SOUTH Australia’s farmers are unlikely to have access to genetically modified (GM) crops until at least 2025 after a bill to extend the moratorium on GM crops, put forward by the Greens, passed the SA Upper House by a single vote last week.
It is expected proponents of the ban will now have enough numbers to get a similar motion through the Lower House, which will see a six year extension of the GM moratorium, meaning South Australia will continue to be the only mainland state that bans the use of GM crops.
South Australia’s grains industry leaders are furious at the decision.
“This is an unmitigated disaster for South Australian agriculture and grain growers,” said Wade Dabinett, Grain Producers South Australia
“We have had this moratorium in place for ten years – how is it that we have a piece of policy in place where there has not been one piece of work done that provides data to justify why it should be in place,” Mr Dabinett said.
“Other Government bodies, such as the Productivity Commission have said the moratorium need to go, citing a number of factors, yet the SA Government has moved to extend the moratorium.”
Mr Dabinett said he was concerned the SA Government appeared not to be interested in the wishes of rural voters.
Referring to comments made by SA Premier Jay Weatherill to the ABC in July where he said the small number of rural voters meant the Government was free of ‘electoral imperatives’ to act on removing the moratorium, Mr Dabinett said the onus was on the Government to govern for all South Australians.
“You want politicians that don’t just make decisions chasing the votes, but further to that, I would challenge the myth that the majority of people are actually against GM.”
“The Greens talk about protecting the organic industry, but we look over the border in Victoria and small scale agriculture hasn’t collapsed.
“Co-existence does work, we’ve seen it in place and people are still free to grow non-GM or buy non-GM if they choose.
“We just want that same right of choice.”
However, Greens MLC Mark Parnell said he was delighted with the Labor Government’s support to secure the moratorium for an additional six years.
“The current moratorium has provided a significant price premium for our state’s farmers compared to GM crops grow in other states,” he said.
A premium exists for non-GM canola in Victoria and NSW of around $40 a tonne at present, however growers in those states have the option of growing non-GM varieties if they wish.
In terms of non-GM canola prices, there is actually a $5/t premium for canola delivered to Geelong, in Victoria, compared to Port Adelaide, $545/t to $540/t.
Previous research by market analysts Mercardo found little evidence of a premium for SA canola.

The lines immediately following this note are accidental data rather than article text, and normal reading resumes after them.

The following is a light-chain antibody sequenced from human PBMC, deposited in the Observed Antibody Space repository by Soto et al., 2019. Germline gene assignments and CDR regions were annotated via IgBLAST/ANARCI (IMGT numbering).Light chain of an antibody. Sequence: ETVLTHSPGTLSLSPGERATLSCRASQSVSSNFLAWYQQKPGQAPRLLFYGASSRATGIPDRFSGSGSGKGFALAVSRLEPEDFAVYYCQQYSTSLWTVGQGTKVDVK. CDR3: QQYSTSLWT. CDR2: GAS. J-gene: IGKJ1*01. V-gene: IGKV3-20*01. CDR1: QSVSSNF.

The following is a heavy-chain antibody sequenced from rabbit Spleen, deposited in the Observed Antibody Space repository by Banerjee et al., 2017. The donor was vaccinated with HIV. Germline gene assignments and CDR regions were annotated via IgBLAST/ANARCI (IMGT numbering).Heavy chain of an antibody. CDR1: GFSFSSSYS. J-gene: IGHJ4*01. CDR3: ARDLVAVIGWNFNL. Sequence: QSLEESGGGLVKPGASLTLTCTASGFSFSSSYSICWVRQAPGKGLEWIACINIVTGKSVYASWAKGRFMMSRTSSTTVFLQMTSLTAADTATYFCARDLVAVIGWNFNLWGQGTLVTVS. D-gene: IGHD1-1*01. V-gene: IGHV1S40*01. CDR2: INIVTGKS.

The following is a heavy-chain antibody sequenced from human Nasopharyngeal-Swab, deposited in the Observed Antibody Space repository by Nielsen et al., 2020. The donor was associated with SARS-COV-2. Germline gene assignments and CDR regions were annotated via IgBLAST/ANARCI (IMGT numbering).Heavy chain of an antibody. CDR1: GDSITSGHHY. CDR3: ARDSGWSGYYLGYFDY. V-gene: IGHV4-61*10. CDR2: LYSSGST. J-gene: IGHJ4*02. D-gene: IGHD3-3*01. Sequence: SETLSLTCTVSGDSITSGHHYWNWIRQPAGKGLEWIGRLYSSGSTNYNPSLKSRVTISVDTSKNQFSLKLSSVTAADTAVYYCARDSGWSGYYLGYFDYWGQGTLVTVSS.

Nationally, pro-GM groups have teed off at the South Australia Government, labelling the decision ‘misguided’ and ‘anti-science.
Matthew Cossey, chief executive of Australia’s crop protection industry peak body CropLife, said the decision had been made without a regard for the evidence.
“Playing these types of anti-farmer politics is irresponsible given any opposition to the farming of GM crops is based on nothing but the misguided belief of myths and misleading claims.”
He said the Government was playing politics by making a decision now, before an election early next year, rather than waiting until the current moratorium expired in 2019.
“Extending the GM moratorium without any evidence or consultation is a huge blow to the thousands of grain growers around SA who support our position to review the GM moratorium.”
Victorian Farmers Federation (VFF) vice president Brett Hosking said it was not just South Australian farmers that would suffer from the SA government decision.
“It is sad for our country and it is hampering productivity in terms of grains industry research and development, the incentive for private businesses to invest in R&D is reduced just by the actions of one rogue state,” he said.
Mr Dabinett added it was not just the grains sector that would suffer in South Australia as a result of the decision.
“The focus is on grains, because we have GM canola commercialised to grow that would be an immediate fit for our growers, but down the track GM could be used in other sectors.
“In horticulture there is already work being done, it could also have implications for livestock or dairy, it is more than just the traits on the table at present.”
The anti-GM lobby had a different interpretation of the news.
"SA farmers, food processors and the whole community can win from SA remaining GM-free," said Gene Ethics Director, Bob Phelps
He said SA growers would now have an opportunity to exploit potential opportunities for branded non-GMO product.
“There are real opportunities, as pointed out in a University of Adelaide report last year,” he said.